The Sahara is the largest desert in the world. Photo: Prensa Latina

The Sahara desert, just like the Mediterranean Sea, is today one of the two largest graveyards for Africans, trying to reach the “promised land” that is Europe.

Both the birthplace of famous love stories, arts, literature, and exotic landscapes which inspire adventure, the formidable desert which served as the setting of Mika Waltari’s novel The Egyptian, Edith Maude Hull’s The Sheik, and countless other works of literature, has now become a kind of hellish copy of the Roman’s beloved Mare Nostrum.
Thus, just like the Mediterranean Sea, the world’s largest desert, which stretches across 11 countries (Algeria, Chad, Egypt, Libya, Mail, Mauritania, Morocco, Niger, the region of Western Sahara, Sudan, and Tunisia), has also become a graveyard for immigrants, murdered, raped, and abandoned across this sandy expanse, where temperatures can reach up to 60 degrees Celsius during the day and drop to minus 12 at night.

Meanwhile, according to statistics from organizations such as the United Nations, 6,000 people from Africa, the Middle East, and South Asia were rescued at sea in 2016, whereas around 17,000 Africans, departing from Niger, have reached Libya via sea or land since the beginning of 2014, leaving hundreds dead along the way, according to the institution’s Refugee Agency (UNHCR).

The number of fatalities among those who attempt to cross the desert continues to rise, above all when they fall into the hands of traffickers, like the case of the 44 out of 50 persons who died after being exposed to extreme heat and without drinking water, when their truck broke down between the cities of Agadez and Dirkou in northern Niger, en route to Europe by way of Libya.

In a news comment dated June 2, 2017, the UNHCR stated, “These shocking deaths are part of the bigger picture of exploitation as smugglers broaden the death trap from the Mediterranean to the Sahara Desert. It is quite clear that human smugglers will go to any extent to exploit desperate refugees and migrants.”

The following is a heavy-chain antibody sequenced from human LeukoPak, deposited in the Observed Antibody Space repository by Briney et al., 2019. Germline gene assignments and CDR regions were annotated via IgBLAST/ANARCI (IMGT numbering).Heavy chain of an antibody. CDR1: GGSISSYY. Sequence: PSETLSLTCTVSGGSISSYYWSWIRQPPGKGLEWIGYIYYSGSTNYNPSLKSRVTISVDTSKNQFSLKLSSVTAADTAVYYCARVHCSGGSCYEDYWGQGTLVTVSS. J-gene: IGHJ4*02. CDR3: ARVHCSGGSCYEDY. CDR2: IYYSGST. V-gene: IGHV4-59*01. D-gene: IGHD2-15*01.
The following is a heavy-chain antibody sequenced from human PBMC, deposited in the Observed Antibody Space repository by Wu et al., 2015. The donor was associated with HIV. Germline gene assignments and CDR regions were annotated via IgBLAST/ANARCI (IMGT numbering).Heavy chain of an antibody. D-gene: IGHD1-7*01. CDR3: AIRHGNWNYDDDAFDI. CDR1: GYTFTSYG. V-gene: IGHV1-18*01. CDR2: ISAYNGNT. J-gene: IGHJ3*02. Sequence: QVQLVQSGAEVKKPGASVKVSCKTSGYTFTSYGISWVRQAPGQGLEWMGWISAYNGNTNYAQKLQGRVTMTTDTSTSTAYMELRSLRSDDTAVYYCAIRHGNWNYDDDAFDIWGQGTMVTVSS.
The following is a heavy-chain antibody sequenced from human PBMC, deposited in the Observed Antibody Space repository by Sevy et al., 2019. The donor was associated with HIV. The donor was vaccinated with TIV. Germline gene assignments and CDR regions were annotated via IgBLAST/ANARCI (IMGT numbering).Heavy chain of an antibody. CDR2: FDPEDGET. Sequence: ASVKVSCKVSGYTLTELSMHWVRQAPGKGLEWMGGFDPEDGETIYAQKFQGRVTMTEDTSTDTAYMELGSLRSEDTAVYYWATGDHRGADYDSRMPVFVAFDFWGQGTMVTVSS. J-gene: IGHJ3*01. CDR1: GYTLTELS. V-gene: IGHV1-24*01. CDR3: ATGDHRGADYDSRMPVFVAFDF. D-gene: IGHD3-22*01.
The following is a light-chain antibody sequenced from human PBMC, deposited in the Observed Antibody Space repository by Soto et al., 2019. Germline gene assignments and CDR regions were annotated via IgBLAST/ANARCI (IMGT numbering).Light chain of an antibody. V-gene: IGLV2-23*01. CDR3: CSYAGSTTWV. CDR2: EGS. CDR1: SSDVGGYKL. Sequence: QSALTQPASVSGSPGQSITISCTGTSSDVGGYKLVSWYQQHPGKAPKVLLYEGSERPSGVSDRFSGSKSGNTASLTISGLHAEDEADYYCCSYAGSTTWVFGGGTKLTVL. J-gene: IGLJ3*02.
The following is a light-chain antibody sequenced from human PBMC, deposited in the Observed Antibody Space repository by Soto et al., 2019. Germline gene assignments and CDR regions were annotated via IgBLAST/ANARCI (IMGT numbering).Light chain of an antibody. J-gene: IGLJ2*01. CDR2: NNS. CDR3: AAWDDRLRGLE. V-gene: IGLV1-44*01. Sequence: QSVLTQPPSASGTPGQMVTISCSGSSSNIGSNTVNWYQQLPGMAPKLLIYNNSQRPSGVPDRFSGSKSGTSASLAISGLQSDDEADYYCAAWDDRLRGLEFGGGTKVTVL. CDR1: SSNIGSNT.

Meanwhile, last year the International Organization for Migration (IOM), which according to its website works to help “ensure the orderly and humane management of migration, to promote international cooperation on migration issues, to assist in the search for practical solutions to migration problems, and provide humanitarian assistance to migrants in need, including refugees and internally displaced people,” observed some 335,000 migrants heading northward, out of Niger toward Libya or Algeria, before attempting to reach Europe via sea, and another 111,000 traveling in the opposite direction through Agadez.

"We saw bodies that had been buried. The desert is not a safe place," said Eric Manu, 36, a Ghanaian mason who returned to Agadez with his dreams in tatters after two years in Libya.
After making it to Agadez, where migrants stay in shelters known as "ghettos" or "hostels" which rarely have running water or electricity and are covered with tarpaulin sheets to keep the sun off, they face a new ordeal as they make their way through Senegal, Gambia, Guinea Bissau or Conakry, Ivory Coast, Ghana, or Nigeria.

The 750 kilometer journey to Libya through the desert takes between two and three days aboard a truck carrying 20 or 30 people with their legs dangling from the sides, wearing hooded clothing, sunglasses, gloves and jackets, to protect them from the sun and sand, but which provide absolutely no defense against accidents, arrest, starvation, or dehydration.

"I'm tired…The Sahara's tough going, for water, for food," says Ibrahim Kande, 26-year-old from Senegal as he gets off the truck. (PL)